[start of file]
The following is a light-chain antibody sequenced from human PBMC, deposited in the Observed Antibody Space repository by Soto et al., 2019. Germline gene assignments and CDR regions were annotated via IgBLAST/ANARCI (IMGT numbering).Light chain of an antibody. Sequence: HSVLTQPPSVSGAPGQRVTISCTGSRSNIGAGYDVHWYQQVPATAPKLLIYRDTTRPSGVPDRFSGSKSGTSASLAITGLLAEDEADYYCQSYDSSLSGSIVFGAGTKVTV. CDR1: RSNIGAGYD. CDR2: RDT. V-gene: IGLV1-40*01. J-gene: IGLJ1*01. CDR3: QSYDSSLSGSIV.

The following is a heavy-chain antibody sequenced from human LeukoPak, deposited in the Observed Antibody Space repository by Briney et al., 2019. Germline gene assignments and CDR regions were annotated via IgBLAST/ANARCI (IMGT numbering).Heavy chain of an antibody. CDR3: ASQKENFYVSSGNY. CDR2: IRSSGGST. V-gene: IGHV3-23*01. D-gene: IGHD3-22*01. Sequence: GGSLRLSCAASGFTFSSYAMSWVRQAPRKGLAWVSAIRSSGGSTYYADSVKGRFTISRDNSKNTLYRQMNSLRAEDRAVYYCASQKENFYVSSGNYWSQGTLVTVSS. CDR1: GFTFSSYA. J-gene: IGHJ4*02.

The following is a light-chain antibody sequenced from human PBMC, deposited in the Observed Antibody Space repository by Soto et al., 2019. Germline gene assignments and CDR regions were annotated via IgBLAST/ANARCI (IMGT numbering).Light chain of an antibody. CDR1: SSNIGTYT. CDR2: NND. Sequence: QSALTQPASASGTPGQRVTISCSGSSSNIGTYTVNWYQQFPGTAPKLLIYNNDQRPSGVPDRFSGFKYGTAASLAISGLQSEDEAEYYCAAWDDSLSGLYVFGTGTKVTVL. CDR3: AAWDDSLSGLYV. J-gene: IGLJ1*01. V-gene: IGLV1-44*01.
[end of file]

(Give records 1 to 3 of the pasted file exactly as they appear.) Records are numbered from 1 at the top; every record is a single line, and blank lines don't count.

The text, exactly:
The following is a light-chain antibody sequenced from human PBMC, deposited in the Observed Antibody Space repository by Soto et al., 2019. Germline gene assignments and CDR regions were annotated via IgBLAST/ANARCI (IMGT numbering).Light chain of an antibody. Sequence: HSVLTQPPSVSGAPGQRVTISCTGSRSNIGAGYDVHWYQQVPATAPKLLIYRDTTRPSGVPDRFSGSKSGTSASLAITGLLAEDEADYYCQSYDSSLSGSIVFGAGTKVTV. CDR1: RSNIGAGYD. CDR2: RDT. V-gene: IGLV1-40*01. J-gene: IGLJ1*01. CDR3: QSYDSSLSGSIV.

The following is a heavy-chain antibody sequenced from human LeukoPak, deposited in the Observed Antibody Space repository by Briney et al., 2019. Germline gene assignments and CDR regions were annotated via IgBLAST/ANARCI (IMGT numbering).Heavy chain of an antibody. CDR3: ASQKENFYVSSGNY. CDR2: IRSSGGST. V-gene: IGHV3-23*01. D-gene: IGHD3-22*01. Sequence: GGSLRLSCAASGFTFSSYAMSWVRQAPRKGLAWVSAIRSSGGSTYYADSVKGRFTISRDNSKNTLYRQMNSLRAEDRAVYYCASQKENFYVSSGNYWSQGTLVTVSS. CDR1: GFTFSSYA. J-gene: IGHJ4*02.

The following is a light-chain antibody sequenced from human PBMC, deposited in the Observed Antibody Space repository by Soto et al., 2019. Germline gene assignments and CDR regions were annotated via IgBLAST/ANARCI (IMGT numbering).Light chain of an antibody. CDR1: SSNIGTYT. CDR2: NND. Sequence: QSALTQPASASGTPGQRVTISCSGSSSNIGTYTVNWYQQFPGTAPKLLIYNNDQRPSGVPDRFSGFKYGTAASLAISGLQSEDEAEYYCAAWDDSLSGLYVFGTGTKVTVL. CDR3: AAWDDSLSGLYV. J-gene: IGLJ1*01. V-gene: IGLV1-44*01.